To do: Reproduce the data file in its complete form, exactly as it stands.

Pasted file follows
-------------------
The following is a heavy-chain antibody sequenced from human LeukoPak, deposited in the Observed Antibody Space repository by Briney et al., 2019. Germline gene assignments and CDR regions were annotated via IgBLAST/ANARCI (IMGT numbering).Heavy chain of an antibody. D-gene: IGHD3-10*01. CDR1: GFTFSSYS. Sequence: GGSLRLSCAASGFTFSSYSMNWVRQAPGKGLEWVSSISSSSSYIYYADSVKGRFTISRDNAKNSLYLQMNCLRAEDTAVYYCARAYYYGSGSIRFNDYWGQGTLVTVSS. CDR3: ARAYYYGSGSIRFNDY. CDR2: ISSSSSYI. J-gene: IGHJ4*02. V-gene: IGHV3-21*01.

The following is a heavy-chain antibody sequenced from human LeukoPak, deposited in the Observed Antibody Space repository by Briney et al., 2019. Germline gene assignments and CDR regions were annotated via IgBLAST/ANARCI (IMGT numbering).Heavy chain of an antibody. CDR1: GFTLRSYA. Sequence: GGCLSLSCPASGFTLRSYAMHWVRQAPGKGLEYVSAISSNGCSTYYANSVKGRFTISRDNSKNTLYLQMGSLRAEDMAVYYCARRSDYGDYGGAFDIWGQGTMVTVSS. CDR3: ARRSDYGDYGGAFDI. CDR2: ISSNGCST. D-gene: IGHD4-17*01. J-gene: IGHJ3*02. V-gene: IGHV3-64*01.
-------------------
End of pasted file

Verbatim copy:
The following is a heavy-chain antibody sequenced from human LeukoPak, deposited in the Observed Antibody Space repository by Briney et al., 2019. Germline gene assignments and CDR regions were annotated via IgBLAST/ANARCI (IMGT numbering).Heavy chain of an antibody. D-gene: IGHD3-10*01. CDR1: GFTFSSYS. Sequence: GGSLRLSCAASGFTFSSYSMNWVRQAPGKGLEWVSSISSSSSYIYYADSVKGRFTISRDNAKNSLYLQMNCLRAEDTAVYYCARAYYYGSGSIRFNDYWGQGTLVTVSS. CDR3: ARAYYYGSGSIRFNDY. CDR2: ISSSSSYI. J-gene: IGHJ4*02. V-gene: IGHV3-21*01.

The following is a heavy-chain antibody sequenced from human LeukoPak, deposited in the Observed Antibody Space repository by Briney et al., 2019. Germline gene assignments and CDR regions were annotated via IgBLAST/ANARCI (IMGT numbering).Heavy chain of an antibody. CDR1: GFTLRSYA. Sequence: GGCLSLSCPASGFTLRSYAMHWVRQAPGKGLEYVSAISSNGCSTYYANSVKGRFTISRDNSKNTLYLQMGSLRAEDMAVYYCARRSDYGDYGGAFDIWGQGTMVTVSS. CDR3: ARRSDYGDYGGAFDI. CDR2: ISSNGCST. D-gene: IGHD4-17*01. J-gene: IGHJ3*02. V-gene: IGHV3-64*01.